Archive for May, 2008

Creative combinatorics through this weblog

Combinatorics Crossword

Creative combinatorics is the subject of this blog as well as this blog is a way to explore this subject through creative combinatorics. So feel free to browse through using the categories or tags on the right or use the contents page which gives a short systematic overview.

Horst Rittel

Horst W. J. Rittel (1930 – 1990) was a German-born design theorist and university professor, educated as a theroretical physicist. He is best-known (along with M. Webber) for coining the term ‘wicked problem’, but his influence on design theory and practice was also much wider. In 1963 Rittel went to Berkeley. In 1973 he also joined the University of Stuttgart in Germany.

In his work he also thought about information systems and developed a planning/design method known as IBIS (Issue-Based Information System) for handling wicked problems. With his German colleague Werner Kunz Rittel also wrote a book on the foundation of information science in Germany (Werner Kunz and Horst Rittel, Die Informationswissenschaften: ihre Ansätze, Probleme, Methoden und ihr Ausbau in der Bundesrepublik Deutschland, München 1972).

A short biography about Horst Rittel in the publication “University of California: In Memoriam, 1992 : A publication of the Academic Senate, University of California, Information on this publication may be obtained by contacting the Academic Senate Office on any of the University of California campuses / David Krogh, Editor”

Werner Kunz and Horst W. J. Rittel, Issues as elements fo information systems. Working Paper No. 131
July 1970, reprinted May 1979, University of California, Berkeley

Chanpory Rith and Hugh Dubberly, ‘Why Horst W. J. Rittel Matters’, Design Issues 23 (2007)1, 72-91.

Max Bill

The Swiss artist and designer Max Bill founded in Germany the Ulm School for Design in the Fifties after getting his education also at the Bauhaus in the end of the Twenties. He was a theorizer about “the form” and was a proponent of a connection between mathematics as well as the physical sciences and art. Ostwald was mentioned by Bill in the afterword of the German edition of Kandinsky‘s “Point and line to plane”.

Max Bense

Max Bense (1910 – 1990) was a German philosopher and writer, in the fields of philosophy of science, logic, aesthetics, and semiotics. He published books about the philosophy of nature as well as “aesthetical information” and information-theory-based aesthetics. Bense worked at the University of Stuttgart since 1949 becoming full professor in 1963. In addition, he worked at the adult education centre and at the College of Design in Ulm from 1953 to 1958.

Combinatorics and creativity

Root-Bernstein described the connection between art and the sciences in the view towards creativity in his abstract:

Many people view arts and sciences as being different because sciences yield objective answers to problems whereas arts produce subjective experiences I argue that art and science are on a continuum in which artists work with possible worlds whereas scientists are constrained to working in this world. But sometimes perceiving this world differently is the key to making discoveries. Thus, arts and sciences are on a continuum in which artistic thinking produces possibilities that scientists can evaluate for efficacy here and now. Not surprisingly, then, many of the most innovative scientists have had avocations in the arts, and some of the most innovative artists have had avocations in the sciences. These polymaths have often written or spoken about how their arts involvments have benefitted their scientific creativity and may provide a model for fostering a more innovative education.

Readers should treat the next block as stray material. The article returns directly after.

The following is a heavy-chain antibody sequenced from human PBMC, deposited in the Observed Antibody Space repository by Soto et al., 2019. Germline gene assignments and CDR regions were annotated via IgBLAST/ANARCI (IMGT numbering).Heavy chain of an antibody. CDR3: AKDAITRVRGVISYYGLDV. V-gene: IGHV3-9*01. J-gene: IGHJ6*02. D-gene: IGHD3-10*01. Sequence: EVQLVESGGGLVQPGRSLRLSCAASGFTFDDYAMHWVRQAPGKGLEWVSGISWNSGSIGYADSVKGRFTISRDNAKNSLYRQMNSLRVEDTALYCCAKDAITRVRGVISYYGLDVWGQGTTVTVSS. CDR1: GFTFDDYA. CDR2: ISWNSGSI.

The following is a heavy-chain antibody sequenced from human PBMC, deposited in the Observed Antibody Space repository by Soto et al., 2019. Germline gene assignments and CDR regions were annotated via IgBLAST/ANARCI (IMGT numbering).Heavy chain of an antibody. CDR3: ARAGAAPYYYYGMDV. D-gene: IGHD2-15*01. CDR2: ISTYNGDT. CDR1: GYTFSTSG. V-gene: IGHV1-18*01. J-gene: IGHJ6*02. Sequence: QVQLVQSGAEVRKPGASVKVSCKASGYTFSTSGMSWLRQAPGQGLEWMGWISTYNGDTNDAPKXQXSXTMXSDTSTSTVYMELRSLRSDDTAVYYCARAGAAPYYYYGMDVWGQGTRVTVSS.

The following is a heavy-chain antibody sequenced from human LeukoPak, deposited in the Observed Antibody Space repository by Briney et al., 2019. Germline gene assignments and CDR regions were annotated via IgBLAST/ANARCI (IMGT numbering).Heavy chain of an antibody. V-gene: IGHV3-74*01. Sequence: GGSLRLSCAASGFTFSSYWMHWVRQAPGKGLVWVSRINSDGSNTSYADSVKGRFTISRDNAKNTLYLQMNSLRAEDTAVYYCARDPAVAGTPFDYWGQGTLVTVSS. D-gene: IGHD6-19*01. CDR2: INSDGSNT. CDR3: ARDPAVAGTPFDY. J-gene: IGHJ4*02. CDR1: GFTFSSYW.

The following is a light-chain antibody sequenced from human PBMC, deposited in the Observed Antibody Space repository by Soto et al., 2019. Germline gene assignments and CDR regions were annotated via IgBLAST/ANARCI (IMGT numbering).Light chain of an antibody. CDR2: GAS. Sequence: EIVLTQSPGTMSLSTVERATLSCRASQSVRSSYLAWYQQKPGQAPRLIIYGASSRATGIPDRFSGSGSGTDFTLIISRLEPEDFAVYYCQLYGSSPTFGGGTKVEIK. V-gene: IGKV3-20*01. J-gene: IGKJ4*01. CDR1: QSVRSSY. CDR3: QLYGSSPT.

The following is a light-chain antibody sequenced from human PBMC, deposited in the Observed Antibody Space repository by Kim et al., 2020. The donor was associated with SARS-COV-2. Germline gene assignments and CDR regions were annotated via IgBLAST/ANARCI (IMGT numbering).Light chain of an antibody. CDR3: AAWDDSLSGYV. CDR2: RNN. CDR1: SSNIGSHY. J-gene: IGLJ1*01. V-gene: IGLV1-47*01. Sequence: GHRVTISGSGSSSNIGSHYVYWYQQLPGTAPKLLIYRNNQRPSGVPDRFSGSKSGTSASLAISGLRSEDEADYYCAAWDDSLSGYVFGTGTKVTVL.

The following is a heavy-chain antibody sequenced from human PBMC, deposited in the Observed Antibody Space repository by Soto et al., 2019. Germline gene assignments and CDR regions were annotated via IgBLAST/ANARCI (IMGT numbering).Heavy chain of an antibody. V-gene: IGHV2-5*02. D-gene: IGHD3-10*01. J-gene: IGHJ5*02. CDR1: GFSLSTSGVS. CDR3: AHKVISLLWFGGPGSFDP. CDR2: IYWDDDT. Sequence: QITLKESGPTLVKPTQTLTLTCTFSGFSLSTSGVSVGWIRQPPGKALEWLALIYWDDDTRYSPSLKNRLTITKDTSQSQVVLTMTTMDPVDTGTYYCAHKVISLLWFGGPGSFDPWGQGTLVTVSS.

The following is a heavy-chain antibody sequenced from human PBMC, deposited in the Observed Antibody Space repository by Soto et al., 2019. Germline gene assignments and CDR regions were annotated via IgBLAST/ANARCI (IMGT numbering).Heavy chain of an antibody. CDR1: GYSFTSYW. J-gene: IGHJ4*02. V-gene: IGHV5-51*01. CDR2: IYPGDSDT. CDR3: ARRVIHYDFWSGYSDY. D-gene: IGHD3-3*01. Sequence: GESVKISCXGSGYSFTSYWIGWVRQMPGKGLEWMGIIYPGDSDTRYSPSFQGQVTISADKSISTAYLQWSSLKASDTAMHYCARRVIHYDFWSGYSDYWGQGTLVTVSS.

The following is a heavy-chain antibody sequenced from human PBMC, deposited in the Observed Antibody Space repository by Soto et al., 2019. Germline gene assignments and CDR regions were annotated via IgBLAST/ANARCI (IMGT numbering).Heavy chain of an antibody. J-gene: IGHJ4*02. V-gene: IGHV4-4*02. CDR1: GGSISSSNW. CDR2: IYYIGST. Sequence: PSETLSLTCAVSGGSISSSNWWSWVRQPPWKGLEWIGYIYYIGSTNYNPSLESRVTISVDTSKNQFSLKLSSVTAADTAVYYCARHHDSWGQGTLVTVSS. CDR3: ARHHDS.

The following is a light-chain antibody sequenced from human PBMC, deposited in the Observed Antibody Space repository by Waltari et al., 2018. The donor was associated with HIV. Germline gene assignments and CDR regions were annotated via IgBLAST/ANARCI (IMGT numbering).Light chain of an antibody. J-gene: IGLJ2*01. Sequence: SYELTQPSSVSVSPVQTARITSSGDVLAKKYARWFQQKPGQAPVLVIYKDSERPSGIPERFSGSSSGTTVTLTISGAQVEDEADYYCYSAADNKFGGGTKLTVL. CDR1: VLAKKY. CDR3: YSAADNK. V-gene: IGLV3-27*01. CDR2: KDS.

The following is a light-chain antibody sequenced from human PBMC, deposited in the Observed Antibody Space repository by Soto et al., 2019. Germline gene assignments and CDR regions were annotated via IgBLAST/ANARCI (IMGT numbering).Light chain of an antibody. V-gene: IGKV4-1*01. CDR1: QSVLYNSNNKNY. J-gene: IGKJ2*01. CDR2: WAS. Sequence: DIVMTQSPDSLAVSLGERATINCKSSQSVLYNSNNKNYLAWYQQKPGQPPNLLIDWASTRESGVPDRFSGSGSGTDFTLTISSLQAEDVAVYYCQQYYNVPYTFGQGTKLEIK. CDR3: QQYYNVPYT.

Robert Root-Bernstein: The art of innovation: polymthas and universality of the creative process, in: Larisa V. Shavinia (Ed.): The International Handbook of Innovation. Oxford: Elsevier, 2003. PP. 267-278.

He argues that “artistic scientists and engineers have more image-ination, musically talented
ones duet (do it) better, and the verbally inclined have the skills to become pundits. Seriously.” (p. 270), and cited (on p. 268) Ostwald who “produced a large body of work on scientific genius that validated the polymath hypothesis”.

This supported by J. Rogers Hollingsworth who argued that:

the wider the range of experience and knowledge of the scientist, the more fields of science his/her work are likely to influence and the greater the importance with which it will be perceived. (p. 140)

J. Rogers Hollingsworth, “High Cognitive Complexity and the Making of Major Scientific Discoveries,” in Arnaud Sales and Marcel Fournier, eds., Knowledge, Communication and Creativity. (London and Thousand Oaks, California: Sage Publications, 2007). pp. 129-155.

Ostwald is mentioned here in a table of “Twentieth-century scientists who made major discoveries and were also quite active in music, art, writing, crafts and politics” (pp. 142-144)

Ostwald and the Russian Avantgarde art movement